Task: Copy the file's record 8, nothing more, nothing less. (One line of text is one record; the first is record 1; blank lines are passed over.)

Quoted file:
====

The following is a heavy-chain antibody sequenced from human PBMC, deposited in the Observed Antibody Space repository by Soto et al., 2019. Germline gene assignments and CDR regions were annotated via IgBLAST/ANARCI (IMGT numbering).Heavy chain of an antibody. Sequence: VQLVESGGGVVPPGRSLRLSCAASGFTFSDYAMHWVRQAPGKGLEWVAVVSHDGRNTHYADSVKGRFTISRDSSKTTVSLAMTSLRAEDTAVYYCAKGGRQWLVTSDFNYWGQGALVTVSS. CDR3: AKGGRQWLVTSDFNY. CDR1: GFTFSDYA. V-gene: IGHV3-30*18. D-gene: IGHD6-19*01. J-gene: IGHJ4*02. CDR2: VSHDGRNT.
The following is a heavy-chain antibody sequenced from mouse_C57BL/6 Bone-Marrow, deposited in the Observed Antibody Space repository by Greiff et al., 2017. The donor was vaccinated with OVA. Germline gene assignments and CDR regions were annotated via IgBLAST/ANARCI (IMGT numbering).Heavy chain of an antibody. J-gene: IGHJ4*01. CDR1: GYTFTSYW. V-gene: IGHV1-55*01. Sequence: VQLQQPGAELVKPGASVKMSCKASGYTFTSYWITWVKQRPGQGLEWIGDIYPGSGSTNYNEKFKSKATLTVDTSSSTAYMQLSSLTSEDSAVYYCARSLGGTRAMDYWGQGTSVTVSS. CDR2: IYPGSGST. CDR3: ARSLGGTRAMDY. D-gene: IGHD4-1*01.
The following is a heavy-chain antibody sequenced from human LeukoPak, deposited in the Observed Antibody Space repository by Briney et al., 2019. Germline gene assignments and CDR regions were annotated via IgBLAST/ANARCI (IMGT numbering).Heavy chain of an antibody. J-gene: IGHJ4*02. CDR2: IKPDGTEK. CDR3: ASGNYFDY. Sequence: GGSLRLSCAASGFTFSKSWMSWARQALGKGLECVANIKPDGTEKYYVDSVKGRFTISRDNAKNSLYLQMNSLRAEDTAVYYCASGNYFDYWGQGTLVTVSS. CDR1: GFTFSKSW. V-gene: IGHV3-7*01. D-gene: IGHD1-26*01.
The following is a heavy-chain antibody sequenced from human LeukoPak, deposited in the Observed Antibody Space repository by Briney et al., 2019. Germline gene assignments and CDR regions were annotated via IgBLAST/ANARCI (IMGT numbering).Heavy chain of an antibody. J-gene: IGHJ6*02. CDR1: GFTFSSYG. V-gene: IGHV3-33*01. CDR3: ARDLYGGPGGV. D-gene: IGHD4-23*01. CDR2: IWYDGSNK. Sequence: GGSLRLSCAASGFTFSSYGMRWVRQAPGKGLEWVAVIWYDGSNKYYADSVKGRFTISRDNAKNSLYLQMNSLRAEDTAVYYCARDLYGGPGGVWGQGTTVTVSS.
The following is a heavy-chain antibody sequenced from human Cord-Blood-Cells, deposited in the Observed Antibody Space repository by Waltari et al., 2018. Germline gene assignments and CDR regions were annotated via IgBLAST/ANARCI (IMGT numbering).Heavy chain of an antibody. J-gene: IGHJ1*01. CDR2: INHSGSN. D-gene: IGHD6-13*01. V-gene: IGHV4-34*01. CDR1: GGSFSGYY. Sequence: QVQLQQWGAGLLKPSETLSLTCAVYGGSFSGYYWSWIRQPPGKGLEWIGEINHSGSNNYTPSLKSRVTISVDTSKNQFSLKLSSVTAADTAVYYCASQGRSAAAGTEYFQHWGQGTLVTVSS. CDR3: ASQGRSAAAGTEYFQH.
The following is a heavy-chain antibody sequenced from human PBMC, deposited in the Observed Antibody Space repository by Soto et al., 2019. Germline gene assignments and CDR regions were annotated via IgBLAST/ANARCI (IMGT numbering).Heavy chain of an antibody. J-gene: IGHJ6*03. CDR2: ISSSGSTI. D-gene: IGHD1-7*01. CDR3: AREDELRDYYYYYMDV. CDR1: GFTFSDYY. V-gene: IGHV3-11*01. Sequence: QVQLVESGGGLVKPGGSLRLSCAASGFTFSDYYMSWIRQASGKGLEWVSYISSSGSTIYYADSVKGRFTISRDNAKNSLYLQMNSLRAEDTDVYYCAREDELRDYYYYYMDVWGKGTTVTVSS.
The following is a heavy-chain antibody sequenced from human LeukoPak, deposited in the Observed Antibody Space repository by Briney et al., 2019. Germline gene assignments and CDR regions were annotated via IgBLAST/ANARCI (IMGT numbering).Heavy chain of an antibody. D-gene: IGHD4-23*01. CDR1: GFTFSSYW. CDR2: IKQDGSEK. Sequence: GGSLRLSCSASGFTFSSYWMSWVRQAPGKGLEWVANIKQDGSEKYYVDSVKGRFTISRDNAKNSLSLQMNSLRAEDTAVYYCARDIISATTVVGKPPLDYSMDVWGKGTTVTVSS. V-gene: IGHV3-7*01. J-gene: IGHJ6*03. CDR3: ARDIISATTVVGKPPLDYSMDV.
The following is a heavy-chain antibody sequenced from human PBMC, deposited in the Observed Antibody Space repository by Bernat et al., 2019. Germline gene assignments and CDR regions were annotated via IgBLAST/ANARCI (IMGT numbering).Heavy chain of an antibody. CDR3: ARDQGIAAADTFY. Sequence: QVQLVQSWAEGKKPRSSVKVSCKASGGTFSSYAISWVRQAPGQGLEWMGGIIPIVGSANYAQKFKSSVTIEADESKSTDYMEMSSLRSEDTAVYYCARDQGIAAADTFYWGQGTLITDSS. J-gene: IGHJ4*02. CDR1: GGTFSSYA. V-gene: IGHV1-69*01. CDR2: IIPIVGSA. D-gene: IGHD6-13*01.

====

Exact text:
The following is a heavy-chain antibody sequenced from human PBMC, deposited in the Observed Antibody Space repository by Bernat et al., 2019. Germline gene assignments and CDR regions were annotated via IgBLAST/ANARCI (IMGT numbering).Heavy chain of an antibody. CDR3: ARDQGIAAADTFY. Sequence: QVQLVQSWAEGKKPRSSVKVSCKASGGTFSSYAISWVRQAPGQGLEWMGGIIPIVGSANYAQKFKSSVTIEADESKSTDYMEMSSLRSEDTAVYYCARDQGIAAADTFYWGQGTLITDSS. J-gene: IGHJ4*02. CDR1: GGTFSSYA. V-gene: IGHV1-69*01. CDR2: IIPIVGSA. D-gene: IGHD6-13*01.